Saint Basil’s Cathedral, Red Square, Moscow, Russia
The Cathedral of Vasily the Blessed (Russian: Собор Василия Блаженного, Sobor Vasiliya Blazhennogo), commonly known as Saint Basil’s Cathedral, is a church in the Red Square in Moscow, Russia. The building, now a museum, is officially known as the Cathedral of the Intercession of the Most Holy Theotokos on the Moat (Russian: Собор Покрова Пресвятой Богородицы, что на Рву, Sobor Pokrova Presvyatoy Bogoroditsy, chto na Rvu) or Pokrovsky Cathedral (Russian: Покровский собор).It was built from 1555–61 on orders from Ivan the Terrible and commemorates the capture of Kazan and Astrakhan. It was the city’s tallest building until the completion of the Ivan the Great Bell Tower in 1600.
The original building, known as Trinity Church and later Trinity Cathedral, contained eight side churches arranged around the ninth, central church of Intercession; the tenth church was erected in 1588 over the grave of venerated local saint Vasily (Basil). In the 16th and 17th centuries, the church, perceived as the earthly symbol of the Heavenly City, as happens to all churches in Byzantine Christianity, was popularly known as the “Jerusalem” and served as an allegory of the Jerusalem Temple in the annual Palm Sunday parade attended by the Patriarch of Moscow and the tsar.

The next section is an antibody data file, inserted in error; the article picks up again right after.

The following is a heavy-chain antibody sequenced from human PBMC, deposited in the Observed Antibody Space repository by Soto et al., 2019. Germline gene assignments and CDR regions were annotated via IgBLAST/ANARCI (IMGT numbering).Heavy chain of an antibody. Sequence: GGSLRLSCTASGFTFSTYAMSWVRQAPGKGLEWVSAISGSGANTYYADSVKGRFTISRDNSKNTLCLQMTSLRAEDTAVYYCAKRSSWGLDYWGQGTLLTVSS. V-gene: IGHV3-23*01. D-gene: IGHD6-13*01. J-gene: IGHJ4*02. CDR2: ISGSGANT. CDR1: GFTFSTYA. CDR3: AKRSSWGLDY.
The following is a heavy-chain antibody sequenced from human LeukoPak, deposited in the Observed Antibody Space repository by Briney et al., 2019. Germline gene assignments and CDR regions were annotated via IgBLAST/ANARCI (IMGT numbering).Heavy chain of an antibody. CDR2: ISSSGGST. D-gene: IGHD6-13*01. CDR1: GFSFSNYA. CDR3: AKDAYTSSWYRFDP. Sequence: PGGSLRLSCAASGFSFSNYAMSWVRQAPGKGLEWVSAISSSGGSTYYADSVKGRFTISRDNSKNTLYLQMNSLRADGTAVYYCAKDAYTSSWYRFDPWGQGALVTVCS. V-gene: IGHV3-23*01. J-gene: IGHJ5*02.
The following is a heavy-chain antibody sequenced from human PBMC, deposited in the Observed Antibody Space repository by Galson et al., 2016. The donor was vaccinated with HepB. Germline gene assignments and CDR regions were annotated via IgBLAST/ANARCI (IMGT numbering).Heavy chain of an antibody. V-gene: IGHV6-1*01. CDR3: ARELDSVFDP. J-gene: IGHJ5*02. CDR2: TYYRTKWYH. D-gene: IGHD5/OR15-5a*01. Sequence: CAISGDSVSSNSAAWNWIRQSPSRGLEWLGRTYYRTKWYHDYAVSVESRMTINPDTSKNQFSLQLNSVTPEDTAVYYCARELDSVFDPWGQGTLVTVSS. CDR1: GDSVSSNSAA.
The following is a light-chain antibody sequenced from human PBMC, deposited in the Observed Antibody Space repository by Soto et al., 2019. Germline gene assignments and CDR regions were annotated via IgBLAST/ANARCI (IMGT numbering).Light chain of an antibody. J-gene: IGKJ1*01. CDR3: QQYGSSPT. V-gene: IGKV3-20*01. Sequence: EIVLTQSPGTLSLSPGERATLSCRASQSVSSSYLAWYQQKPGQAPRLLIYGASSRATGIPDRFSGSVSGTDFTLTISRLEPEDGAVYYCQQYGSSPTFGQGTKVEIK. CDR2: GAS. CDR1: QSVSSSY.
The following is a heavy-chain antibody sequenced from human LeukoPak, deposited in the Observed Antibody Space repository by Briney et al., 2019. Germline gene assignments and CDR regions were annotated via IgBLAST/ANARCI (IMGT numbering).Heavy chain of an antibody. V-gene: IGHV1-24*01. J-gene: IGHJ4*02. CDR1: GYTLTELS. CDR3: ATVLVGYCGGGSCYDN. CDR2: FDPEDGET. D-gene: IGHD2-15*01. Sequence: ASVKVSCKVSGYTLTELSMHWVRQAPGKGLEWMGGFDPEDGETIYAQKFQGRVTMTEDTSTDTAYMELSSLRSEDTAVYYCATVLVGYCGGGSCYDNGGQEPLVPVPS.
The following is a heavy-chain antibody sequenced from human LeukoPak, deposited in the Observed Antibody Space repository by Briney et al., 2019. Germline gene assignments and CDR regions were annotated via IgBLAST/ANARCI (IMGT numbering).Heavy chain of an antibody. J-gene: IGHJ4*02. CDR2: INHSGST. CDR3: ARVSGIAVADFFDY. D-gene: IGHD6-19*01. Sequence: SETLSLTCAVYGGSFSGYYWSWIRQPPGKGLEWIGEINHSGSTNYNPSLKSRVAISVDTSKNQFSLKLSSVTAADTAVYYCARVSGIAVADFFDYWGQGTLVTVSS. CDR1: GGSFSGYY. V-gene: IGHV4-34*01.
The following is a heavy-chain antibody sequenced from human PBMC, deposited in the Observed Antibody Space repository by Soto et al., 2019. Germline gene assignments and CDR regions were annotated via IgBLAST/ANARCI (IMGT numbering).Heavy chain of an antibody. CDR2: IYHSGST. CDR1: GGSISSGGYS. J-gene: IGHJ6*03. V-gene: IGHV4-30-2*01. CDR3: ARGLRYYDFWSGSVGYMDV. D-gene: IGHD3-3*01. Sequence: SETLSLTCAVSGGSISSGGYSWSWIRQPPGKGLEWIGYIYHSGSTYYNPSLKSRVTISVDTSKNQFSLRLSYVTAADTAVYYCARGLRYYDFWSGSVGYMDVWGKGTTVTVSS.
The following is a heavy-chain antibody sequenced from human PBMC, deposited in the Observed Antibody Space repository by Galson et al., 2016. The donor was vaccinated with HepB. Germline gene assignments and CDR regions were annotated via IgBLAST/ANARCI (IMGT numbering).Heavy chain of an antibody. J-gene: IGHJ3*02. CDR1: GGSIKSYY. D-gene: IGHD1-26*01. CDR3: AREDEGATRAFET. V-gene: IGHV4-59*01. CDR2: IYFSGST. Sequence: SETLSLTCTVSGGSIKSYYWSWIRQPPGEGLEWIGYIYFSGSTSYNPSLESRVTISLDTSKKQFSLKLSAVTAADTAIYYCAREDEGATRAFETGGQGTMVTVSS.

The building is shaped as a flame of a bonfire rising into the sky, a design that has no parallel in Russian architecture. Dmitry Shvidkovsky, in his book Russian Architecture and the West, states that “it is like no other Russian building. Nothing similar can be found in the entire millennium of Byzantine tradition from the fifth to the fifteenth century … a strangeness that astonishes by its unexpectedness, complexity and dazzling interleaving of the manifold details of its design.” The cathedral foreshadowed the climax of Russian national architecture in the 17th century.
As part of the program of state atheism, the church was confiscated from the Russian Orthodox community as part of the Soviet Union’s anti-theist campaigns and has operated as a division of the State Historical Museum since 1928. It was completely secularized in 1929 and remains a federal property of the Russian Federation. The church has been part of the Moscow Kremlin and Red Square UNESCO World Heritage Site since 1990. It is not actually within the Kremlin, but often served as a visual metonym for Russia in western media throughout the Cold War.